(Michael Marrus, Samuel Bronfman, pp. 372-373)

Kennedy’s Oil Tax

It’s interesting Sam Bronfman invested heavily in foreign subsidiaries of Texas Pacific in 1963. Kennedy had placed a heavy tax burden on foreign subsidiaries of US oil companies. Once Kennedy was removed from office, Bronfman’s oil investments began to increase. The following is researcher Jim Marrs’ description of Kennedy’s oil tax:

When John F. Kennedy became President in 1961, the oil industry felt secure. But President Kennedy then began to assault the power of the oil giants directly, first with a law known as the Kennedy Act, and later by attacking the oil depletion allowance. The Kennedy Act, passed on October 16, 1962, removed the distinction between repatriated profits and profits reinvested abroad. Both were now subject to US taxation. The measure also was aimed at preventing taxable income from being hidden away in foreign subsidiaries and other tax havens. While this law applied to industry as a whole, it particularly affected the oil companies, which were greatly diversified with large overseas operations.

By the end of 1962, oilmen estimated their earnings on foreign investment capital would fall to 15 percent, compared with 30 percent in 1955.

One of the most sacred of provisions in the eyes of oilmen was the oil depletion allowance, which permitted oil producers to treat up to 27.5 percent of their income as tax exempt. In theory this was to compensate for the depletion of fixed oil reserves but, in effect, it gave the oil industry a lower tax rate. Under this allowance, an oilman with a good deal of venture capital could become rich with virtually no risk. For example, a speculator could drill ten wells. If nine were dry holes and only the tenth struck oil, he would still make money because of tax breaks and the depletion allowance.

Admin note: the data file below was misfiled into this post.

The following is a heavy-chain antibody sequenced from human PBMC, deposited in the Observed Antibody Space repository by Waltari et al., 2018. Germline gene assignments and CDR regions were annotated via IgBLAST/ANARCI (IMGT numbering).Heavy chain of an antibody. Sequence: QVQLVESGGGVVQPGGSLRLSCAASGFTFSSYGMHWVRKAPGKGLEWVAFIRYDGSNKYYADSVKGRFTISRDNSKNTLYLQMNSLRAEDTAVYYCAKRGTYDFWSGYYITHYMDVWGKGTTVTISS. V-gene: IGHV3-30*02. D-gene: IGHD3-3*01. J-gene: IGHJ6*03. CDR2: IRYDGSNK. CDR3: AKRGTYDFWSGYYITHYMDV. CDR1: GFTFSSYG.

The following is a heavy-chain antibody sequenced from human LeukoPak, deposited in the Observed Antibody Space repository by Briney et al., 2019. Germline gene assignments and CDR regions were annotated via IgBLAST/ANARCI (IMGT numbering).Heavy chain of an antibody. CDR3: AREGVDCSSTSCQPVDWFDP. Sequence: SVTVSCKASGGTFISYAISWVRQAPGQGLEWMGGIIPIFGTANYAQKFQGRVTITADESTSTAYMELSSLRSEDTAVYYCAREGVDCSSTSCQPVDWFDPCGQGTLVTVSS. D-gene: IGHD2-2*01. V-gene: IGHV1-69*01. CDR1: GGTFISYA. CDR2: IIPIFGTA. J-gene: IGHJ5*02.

It was estimated that oilmen might lose nearly $300 million a year if the depletion allowance was diminished.

Attempts to eliminate or reduce the depletion allowance were rebuffed year after year by congressmen, many of whom were happy recipients of oil-industry contributions.

Speaking of his tax reform act of 1963, President Kennedy pointed the finger at the oil companies, saying: "… no one industry should be permitted to obtain an undue tax advantage over all others."

Included in Kennedy’s tax package were provisions for closing a number of corporate tax loopholes, including the depletion allowance. Needless to say, oilmen both in Texas and elsewhere felt threatened by Kennedy and his policies. Kennedy’s use of his personal power against the steel manufacturers had shown them that the young President meant the enforce his will in these matters.

(Jim Marrs, Crossfire, pp. 276-277)

Was Sam Bronfman’s acquisition of Texas Pacific Oil truly a "shrewd move" as biographer Michael Marrus described, or was it a perk for participating in President Kennedy’s assassination?




Bronfman had two Axes to grind against JFK's head.



These New York oil guys were none to happy either. Hess Oil provided the fuel for the invasion of Europe and the "Big Red One" to crush Hitler. They have extensive Carribean holdings.

Hess oil had extensive off shore oil operations in the JFK era, and enough to fuel the US Army in WWII invastion of Germany.


They too had two axes to grind.


For those that don't recall the 1st Infantry is the Big Red One, and was DDE's favorite Division and the one that landed Ohama Beach. Perhaps the Hess Oil connections are what landed DDE a cushy Columbia University President job after the war.


On June 6, 1944, Allied forces under Gen. Dwight Eisenhower assaulted the coast of Normandy with 1st Infantry Division units leading the way on Omaha Beach.

Sixty five years later, the 1st Inf. Div. remembered that pivotal moment in history, and the connection between "Ike" and the "Big Red One," by marching in a parade through Eisenhower's hometown of Abilene, Kan., on the anniversary of D-Day.


Edited by Jim Phelps